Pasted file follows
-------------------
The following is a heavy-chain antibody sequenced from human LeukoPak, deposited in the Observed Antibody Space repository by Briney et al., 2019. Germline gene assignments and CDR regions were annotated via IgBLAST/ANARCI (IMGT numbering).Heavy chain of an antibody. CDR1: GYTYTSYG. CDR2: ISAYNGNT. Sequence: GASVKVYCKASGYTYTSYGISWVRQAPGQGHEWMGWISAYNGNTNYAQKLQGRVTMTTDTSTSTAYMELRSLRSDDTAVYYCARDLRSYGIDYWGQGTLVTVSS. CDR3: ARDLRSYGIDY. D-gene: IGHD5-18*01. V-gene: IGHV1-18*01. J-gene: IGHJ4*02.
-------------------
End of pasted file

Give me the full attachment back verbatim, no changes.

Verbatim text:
The following is a heavy-chain antibody sequenced from human LeukoPak, deposited in the Observed Antibody Space repository by Briney et al., 2019. Germline gene assignments and CDR regions were annotated via IgBLAST/ANARCI (IMGT numbering).Heavy chain of an antibody. CDR1: GYTYTSYG. CDR2: ISAYNGNT. Sequence: GASVKVYCKASGYTYTSYGISWVRQAPGQGHEWMGWISAYNGNTNYAQKLQGRVTMTTDTSTSTAYMELRSLRSDDTAVYYCARDLRSYGIDYWGQGTLVTVSS. CDR3: ARDLRSYGIDY. D-gene: IGHD5-18*01. V-gene: IGHV1-18*01. J-gene: IGHJ4*02.